It’s important to know that the Sin of the Golden Calf has not been entirely lost in the world. True that today there are no people in our circles who worship idols and bow down to them literally. However, the Avodah Zara of our generation is in the form of offensive media and technological advancement which has brought a spiritual holocaust upon many good people, Rachmana litzlan. Likewise, the pursuit of wealth and lust for money also is a form of Avodah Zara itself which belongs to our generation. Against all the difficult spiritual challenges we face, we must reflect and appreciate the valuable gift that Hashem in His great mercy granted us of mitzvot which purify our souls. Through this we can defeat the Yetzer Hara – the instigator of corruption.
I remember that a simple man approached me and told me with a shining countenance that he was about to make a siyum.
At first I thought he was talking about a siyum on Mishnayot or a siyum on a masechta of Gemara. However, it became clear to me that he was actually making a siyum on the entire Shas! When I asked him how he merited accomplishing this, he told me that despite his flourishing business, and although he often travels distances, far from his fixed shiur, he would overcome fatigue and in every place he was, he accessed his shiur. In this way he was able to set fixed times for Torah study until he succeeded in finishing the entire Shas.
It seems that this special person delighted in Torah, which was a more precious gift to him than his material business, because only the holy Torah will accompany him after a hundred and twenty years when he dies.
In fact, the holy Torah is referred to as the “Torah of Truth,” and when a person engages in it he sees the truth of Hashem, and subsequently he is drawn to it more and more. This in itself requires him to be careful to try not to let the Yetzer Hara’s schemes disturb him from his sacred studies. The more one devotes himself to his Torah studies and performance of mitzvot, certainly he will merit enormous salvations.
The gaon and tzaddik, Rabbi Yaakov Edelstein of Ramat Hasharon, zt”l, got sick not so long ago and lost his voice. Thereafter, he communicated with people through writing.
One day, an innovative treatment was recommended to the Rabbi, which could possibly take months, that would enable him to express himself verbally once more, but only two words. After brief contemplation, the Rabbi decided that he wanted to learn how to utter the two words, “Amen” and “thank you.”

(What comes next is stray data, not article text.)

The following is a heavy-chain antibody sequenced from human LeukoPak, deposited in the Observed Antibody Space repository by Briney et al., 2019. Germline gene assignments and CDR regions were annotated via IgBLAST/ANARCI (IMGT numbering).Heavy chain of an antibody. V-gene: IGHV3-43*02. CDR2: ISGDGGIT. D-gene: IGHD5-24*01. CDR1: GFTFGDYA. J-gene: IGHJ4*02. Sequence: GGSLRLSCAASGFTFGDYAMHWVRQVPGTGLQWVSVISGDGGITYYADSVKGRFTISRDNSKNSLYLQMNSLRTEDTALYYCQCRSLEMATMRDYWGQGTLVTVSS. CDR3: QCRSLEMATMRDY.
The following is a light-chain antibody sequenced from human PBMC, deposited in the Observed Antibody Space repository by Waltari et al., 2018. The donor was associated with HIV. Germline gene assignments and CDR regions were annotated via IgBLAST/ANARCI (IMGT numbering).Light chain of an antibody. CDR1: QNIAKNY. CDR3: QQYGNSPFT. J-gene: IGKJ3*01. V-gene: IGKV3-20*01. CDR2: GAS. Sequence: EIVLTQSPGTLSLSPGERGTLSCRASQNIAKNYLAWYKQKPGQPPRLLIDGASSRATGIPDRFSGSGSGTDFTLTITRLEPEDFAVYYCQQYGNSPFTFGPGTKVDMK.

This devotion to Hashem is reinforced by the words of the prophet Yeshayahu (Yeshayahu 26:2) “Pitchu she’arim v’yavo goy tzaddik shomer emunim – Open the gates, so the righteous nation, a keeper of the faith, may enter.” “Goy” refers to an entire nation in the plural form, whereas “shomer emunim – a keeper of the faith” refers to a single individual.
Allegedly it should have stated “v’yavo goy tzaddik shomrei emunim - so the righteous nation, keepers of the faith, may enter,” in the plural form. Why did the pasuk begin speaking about an entire nation and conclude in the single form?
Rabbi Shmuel Rozovsky, zt”l, the Rosh Yeshiva of Ponovezh explains this beautifully:
The gemara (Eiruvin 54b) relates about Rabbi Preida, that in the merit of his exceptional dedication in teaching his student and repeating the lesson that he found difficult to understand after the first four hundred times, another four hundred times, Rabbi Preida merited a Heavenly Voice declaring that he and his entire generation would gain entry to the World to Come.
This signifies that by performing a mitzvah with dedication, a person can gain merit, not only for himself, but also for his entire generation.
Therefore, also in this pasuk it is stated, “v’yavo goy tzaddik shomer emunim.” “Shomer ha’emunim” is in the plural form, because even by one individual answering “Amen” with all his might, he brings merit to his entire generation, granting them a portion in the World to Come.
Hereby it is also clear why our Sages stress that the word “she’arim” in the above pasuk is in the plural form. This is because when one answers “Amen” he opens many gates in Gan Eden for his entire generation.
Also in His Lifetime He Merits Seeing
Rabbi Pinchas of Koretz once told his followers that he saw a tzaddik who was in Gan Eden.
One of the followers asked him, “But we see our teacher is here with us!”
Rabbi Pinchas explained to him: Our Sages of blessed memory said that “anyone who answers Amen with all his might, the gates of Gan Eden are opened for him” (Shabbat 119b). This means that whoever answers Amen with all his might, as our Sages describe, with the proper intentions, he merits seeing the gates of Heaven opening for him and observing what transpires Above. Our Sages did not exaggerate at all; just we have not merited this.
Furthermore, it is told regarding this matter that the gaon Rabbi Baruch Frankel Te’omim, the Rabbi of Leipnik, was once at a feast of a Brit Milah, and suddenly a smile played on his lips.